And where will they walk?

The other day, I asked Peter Krashes of the Dean Street Block Association to help measure the width of the sidewalk at various points, as I took photos. All photos are on the north side of Dean between Carlton and Sixth, except as indicated.

At crosswalk at Carlton and Dean: 18'


Just west of crosswalk: 12'6" to cobblestones around tree


South side of Dean, across the street: 6'2"


Moving west along Dean: 6'6"

To light pole: 8'


Toward the middle of the block: 5'10"


In front of Temple of the Restoration: 6'10"



South side of Dean, outside playground: 10'



Outside firehouse on south side of Dean, near Sixth and arena block


Outside bodega on south side of Dean near Sixth: 8'


Back on north side of Dean, near Sixth, looking east: 7'


Same spot, looking west toward arena block: 7'


South Side of Pacific Street east of Sixth (opposite arena block): 18'


North side of Pacific Street:5'10"




Comments

Popular posts from this blog

Barclays Center/Levy Restaurants hit with suit charging discrimination on disability, race; supervisors said to use vicious slurs, pursue retaliation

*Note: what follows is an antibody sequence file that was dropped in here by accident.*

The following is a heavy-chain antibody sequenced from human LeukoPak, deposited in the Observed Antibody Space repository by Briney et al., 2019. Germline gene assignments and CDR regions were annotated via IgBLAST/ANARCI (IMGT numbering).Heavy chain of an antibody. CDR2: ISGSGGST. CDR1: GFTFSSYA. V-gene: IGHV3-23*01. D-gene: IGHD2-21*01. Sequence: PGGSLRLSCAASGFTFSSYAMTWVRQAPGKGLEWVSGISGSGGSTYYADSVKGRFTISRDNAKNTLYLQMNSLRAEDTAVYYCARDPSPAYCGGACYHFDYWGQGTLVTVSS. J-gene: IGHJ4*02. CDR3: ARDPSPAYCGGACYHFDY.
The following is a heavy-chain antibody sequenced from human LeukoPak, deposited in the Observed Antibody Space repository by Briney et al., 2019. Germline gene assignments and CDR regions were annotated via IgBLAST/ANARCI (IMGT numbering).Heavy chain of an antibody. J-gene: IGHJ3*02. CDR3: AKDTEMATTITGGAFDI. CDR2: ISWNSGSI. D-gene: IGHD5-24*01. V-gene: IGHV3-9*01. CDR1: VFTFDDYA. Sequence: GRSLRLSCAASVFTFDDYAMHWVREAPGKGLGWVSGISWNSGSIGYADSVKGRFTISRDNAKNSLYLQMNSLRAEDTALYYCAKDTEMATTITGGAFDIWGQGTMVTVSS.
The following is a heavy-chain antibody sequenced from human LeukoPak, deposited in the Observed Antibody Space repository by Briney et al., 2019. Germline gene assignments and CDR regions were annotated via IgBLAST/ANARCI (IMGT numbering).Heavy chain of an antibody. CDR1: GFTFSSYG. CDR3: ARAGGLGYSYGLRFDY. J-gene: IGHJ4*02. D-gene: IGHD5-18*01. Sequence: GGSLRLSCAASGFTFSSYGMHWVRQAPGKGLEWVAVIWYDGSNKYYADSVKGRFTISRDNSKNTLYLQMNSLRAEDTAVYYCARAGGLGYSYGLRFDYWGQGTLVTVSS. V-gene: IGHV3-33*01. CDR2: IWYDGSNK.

The Daily News has an article today, Barclays Center hit with $5M suit claiming discrimination against disabled, while the New York Post headlined its article Barclays Center sued over taunting disabled employees.

While that's part of the lawsuit, more prominent are claims of racial discrimination and retaliation, with black employees claiming repeated abuse by white supervisors, preferential treatment toward Hispanic colleagues, and retaliation in response to complaints.

Two individual supervisors, for example, are charged with  referring to black employees as “black motherfucker,” “dumb black bitch,” “black monkey,” “piece of shit” and “nigger.”

Two have referred to an employee blind in one eye as “cyclops,” and “the one-eyed guy,” and an employee with a nose disorder as “the nose guy.”

There's been no official response yet though arena spokesman Barry Baum told the Daily News they, but take “allegations of this kind very seriously” and have "a zero tolerance policy for…

Behind the "empty railyards": 40 years of ATURA, Baruch's plan, and the city's diffidence

To supporters of Forest City Ratner's Atlantic Yards project, it's a long-awaited plan for long-overlooked land. "The Atlantic Yards area has been available for any developer in America for over 100 years,” declared Borough President Marty Markowitz at a 5/26/05 City Council hearing.

Charles Gargano, chairman of the Empire State Development Corporation, mused on 11/15/05 to WNYC's Brian Lehrer, “Isn’t it interesting that these railyards have sat for decades and decades and decades, and no one has done a thing about them.” Forest City Ratner spokesman Joe DePlasco, in a 12/19/04 New York Times article ("In a War of Words, One Has the Power to Wound") described the railyards as "an empty scar dividing the community."

But why exactly has the Metropolitan Transportation Authority’s Vanderbilt Yard never been developed? Do public officials have some responsibility?